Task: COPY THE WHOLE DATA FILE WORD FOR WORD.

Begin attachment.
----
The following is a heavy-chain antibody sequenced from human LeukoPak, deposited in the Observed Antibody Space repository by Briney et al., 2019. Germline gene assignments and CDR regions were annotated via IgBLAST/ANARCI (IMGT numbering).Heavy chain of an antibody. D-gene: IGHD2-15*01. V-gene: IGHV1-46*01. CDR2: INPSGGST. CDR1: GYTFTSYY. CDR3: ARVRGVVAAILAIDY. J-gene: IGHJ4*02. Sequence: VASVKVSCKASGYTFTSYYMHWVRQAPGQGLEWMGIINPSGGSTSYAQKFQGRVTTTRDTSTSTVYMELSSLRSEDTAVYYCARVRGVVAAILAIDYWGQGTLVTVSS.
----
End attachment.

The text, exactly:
The following is a heavy-chain antibody sequenced from human LeukoPak, deposited in the Observed Antibody Space repository by Briney et al., 2019. Germline gene assignments and CDR regions were annotated via IgBLAST/ANARCI (IMGT numbering).Heavy chain of an antibody. D-gene: IGHD2-15*01. V-gene: IGHV1-46*01. CDR2: INPSGGST. CDR1: GYTFTSYY. CDR3: ARVRGVVAAILAIDY. J-gene: IGHJ4*02. Sequence: VASVKVSCKASGYTFTSYYMHWVRQAPGQGLEWMGIINPSGGSTSYAQKFQGRVTTTRDTSTSTVYMELSSLRSEDTAVYYCARVRGVVAAILAIDYWGQGTLVTVSS.